Visionary astronomer and planetary scientist Carl Sagan was a massive proponent of understanding the development of the universe, and how humans came to be on Earth.

Throughout his career, both himself and partner Ann Druyan attempted to spread knowledge of the universe and humanity’s place in it. Following the passing of Carl Sagan, Ann Druyan supported using technology to spread this understanding around the world.

“Advances in visual resolution, interactivity and virtual reality make it possible to place the joystick of exploration in every hand; to open the galaxies, the atom and the cell for personal reconnaissance,” said Ann Druyan.

Virtual reality and simulation technology can play a large role in education – especially when it comes to teaching about concepts and places most humans will never see. Progressive advancements in VR will mean a wider understanding, thanks to the immersive and transportive nature of the technology.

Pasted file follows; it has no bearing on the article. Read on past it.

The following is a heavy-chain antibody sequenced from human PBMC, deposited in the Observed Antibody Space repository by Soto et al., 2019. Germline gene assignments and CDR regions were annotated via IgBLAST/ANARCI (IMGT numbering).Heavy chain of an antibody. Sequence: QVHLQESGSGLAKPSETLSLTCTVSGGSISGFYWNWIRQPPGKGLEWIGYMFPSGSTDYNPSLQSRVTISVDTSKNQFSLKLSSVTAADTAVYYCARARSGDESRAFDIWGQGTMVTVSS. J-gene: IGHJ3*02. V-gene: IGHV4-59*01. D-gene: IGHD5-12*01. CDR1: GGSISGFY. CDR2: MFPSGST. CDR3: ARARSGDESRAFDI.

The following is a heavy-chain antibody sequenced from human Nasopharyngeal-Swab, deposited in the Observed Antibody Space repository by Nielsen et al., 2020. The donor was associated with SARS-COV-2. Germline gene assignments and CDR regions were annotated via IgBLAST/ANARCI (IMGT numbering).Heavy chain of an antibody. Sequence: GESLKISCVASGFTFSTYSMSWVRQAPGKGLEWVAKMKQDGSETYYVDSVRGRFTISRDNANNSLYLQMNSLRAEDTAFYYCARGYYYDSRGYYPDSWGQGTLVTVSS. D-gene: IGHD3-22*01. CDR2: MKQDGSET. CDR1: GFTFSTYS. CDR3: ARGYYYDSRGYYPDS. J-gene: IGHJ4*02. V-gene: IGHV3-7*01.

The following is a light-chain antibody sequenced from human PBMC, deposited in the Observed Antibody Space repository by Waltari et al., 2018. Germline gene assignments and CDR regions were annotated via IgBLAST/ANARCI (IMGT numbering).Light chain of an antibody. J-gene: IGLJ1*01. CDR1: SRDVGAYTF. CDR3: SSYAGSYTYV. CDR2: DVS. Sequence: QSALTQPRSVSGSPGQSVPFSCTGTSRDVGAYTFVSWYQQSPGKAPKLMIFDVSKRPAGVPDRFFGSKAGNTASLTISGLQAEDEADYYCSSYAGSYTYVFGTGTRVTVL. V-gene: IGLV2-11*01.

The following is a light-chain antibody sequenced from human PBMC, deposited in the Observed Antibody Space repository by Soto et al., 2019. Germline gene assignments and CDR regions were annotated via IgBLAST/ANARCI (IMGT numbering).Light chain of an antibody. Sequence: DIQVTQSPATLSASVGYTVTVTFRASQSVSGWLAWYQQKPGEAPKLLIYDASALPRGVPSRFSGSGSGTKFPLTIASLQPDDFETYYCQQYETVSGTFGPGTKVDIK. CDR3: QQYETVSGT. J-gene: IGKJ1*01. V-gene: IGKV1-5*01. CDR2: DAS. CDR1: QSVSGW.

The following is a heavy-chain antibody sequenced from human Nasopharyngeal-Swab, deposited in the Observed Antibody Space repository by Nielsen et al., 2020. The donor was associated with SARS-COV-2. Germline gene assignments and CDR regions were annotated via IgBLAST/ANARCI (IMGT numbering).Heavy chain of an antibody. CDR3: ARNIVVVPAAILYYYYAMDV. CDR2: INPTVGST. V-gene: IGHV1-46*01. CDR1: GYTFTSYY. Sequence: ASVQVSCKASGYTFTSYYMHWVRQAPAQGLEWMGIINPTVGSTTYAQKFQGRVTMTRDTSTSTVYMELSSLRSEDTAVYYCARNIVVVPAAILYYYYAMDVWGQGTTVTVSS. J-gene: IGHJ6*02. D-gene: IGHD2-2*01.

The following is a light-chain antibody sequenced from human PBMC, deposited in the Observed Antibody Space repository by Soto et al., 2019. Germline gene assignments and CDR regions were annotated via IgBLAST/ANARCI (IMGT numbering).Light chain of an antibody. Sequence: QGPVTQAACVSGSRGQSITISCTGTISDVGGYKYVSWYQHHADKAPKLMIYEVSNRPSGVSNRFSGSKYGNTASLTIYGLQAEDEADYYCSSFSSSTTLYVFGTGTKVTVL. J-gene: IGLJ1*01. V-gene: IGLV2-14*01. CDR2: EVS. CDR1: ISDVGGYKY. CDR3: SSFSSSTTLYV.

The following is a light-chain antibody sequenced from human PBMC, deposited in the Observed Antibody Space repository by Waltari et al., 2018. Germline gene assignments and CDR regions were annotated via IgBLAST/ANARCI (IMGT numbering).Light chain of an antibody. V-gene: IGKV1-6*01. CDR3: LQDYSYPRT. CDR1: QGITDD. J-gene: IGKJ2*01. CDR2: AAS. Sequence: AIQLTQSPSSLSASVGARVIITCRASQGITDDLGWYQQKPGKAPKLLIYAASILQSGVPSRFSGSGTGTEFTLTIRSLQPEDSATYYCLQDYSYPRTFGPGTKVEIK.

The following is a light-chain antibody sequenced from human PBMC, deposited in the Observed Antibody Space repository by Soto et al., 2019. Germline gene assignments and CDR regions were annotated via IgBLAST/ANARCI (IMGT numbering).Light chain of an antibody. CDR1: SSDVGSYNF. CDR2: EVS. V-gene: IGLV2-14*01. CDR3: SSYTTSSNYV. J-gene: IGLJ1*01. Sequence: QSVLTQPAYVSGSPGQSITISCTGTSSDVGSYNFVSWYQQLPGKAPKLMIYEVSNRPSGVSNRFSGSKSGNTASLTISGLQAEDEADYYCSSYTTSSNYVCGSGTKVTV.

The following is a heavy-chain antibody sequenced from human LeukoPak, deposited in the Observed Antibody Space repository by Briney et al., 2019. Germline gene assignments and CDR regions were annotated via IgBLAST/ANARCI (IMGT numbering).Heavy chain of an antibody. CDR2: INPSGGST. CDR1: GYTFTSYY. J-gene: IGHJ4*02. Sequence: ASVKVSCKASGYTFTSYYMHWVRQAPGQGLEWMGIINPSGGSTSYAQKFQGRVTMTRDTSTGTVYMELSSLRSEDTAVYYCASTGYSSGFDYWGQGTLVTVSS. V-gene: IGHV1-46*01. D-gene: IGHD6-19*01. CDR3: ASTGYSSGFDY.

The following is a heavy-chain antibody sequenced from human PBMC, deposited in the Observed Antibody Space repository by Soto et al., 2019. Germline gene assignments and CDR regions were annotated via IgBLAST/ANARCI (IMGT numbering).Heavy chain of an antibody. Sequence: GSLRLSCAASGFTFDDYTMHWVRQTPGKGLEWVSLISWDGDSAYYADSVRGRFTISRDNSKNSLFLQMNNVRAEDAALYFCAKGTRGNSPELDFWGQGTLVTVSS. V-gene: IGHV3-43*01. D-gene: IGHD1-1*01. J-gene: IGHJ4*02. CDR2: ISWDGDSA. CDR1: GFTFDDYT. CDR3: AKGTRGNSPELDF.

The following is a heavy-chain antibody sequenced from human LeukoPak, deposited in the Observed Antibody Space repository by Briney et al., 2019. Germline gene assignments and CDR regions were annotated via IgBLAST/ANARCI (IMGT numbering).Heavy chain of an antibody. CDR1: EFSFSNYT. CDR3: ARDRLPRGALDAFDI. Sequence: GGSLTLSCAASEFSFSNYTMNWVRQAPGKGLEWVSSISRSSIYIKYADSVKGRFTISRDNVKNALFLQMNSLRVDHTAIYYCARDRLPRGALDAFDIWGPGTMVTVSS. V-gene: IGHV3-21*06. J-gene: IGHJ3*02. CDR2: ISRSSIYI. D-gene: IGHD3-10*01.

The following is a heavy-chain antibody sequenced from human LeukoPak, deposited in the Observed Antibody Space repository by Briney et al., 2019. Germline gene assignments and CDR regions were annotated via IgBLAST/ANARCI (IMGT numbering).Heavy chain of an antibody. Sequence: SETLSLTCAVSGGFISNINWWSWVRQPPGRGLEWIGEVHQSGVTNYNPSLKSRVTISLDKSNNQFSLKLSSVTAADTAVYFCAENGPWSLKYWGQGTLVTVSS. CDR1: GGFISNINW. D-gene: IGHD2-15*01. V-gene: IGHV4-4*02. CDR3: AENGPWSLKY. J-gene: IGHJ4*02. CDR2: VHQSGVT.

“Learning is now viewed as a lifelong pursuit. And yet, our most dazzling entertainment capabilities are reserved for material that is largely substance-free,” she said.

Technology advancements will play a key role throughout the next few years in spreading understanding, thanks to mass market appeal and availability of VR devices.

The vision of Ann Druyan is already becoming reality, with space agency NASA set to produce VR content for the Oculus Rift headset in the form of a Mars simulation.

After acquiring an Oculus Rift headset, NASA set about using images from the Curiosity rover to first create a panorama, followed by an area testers could walk around using a video game controller. Further developments have the International Space Station recreated, and integration with the Omni treadmill to enable walking around Mars.

VR is set to change how we experience entertainment and education, with greater enhancements ahead.

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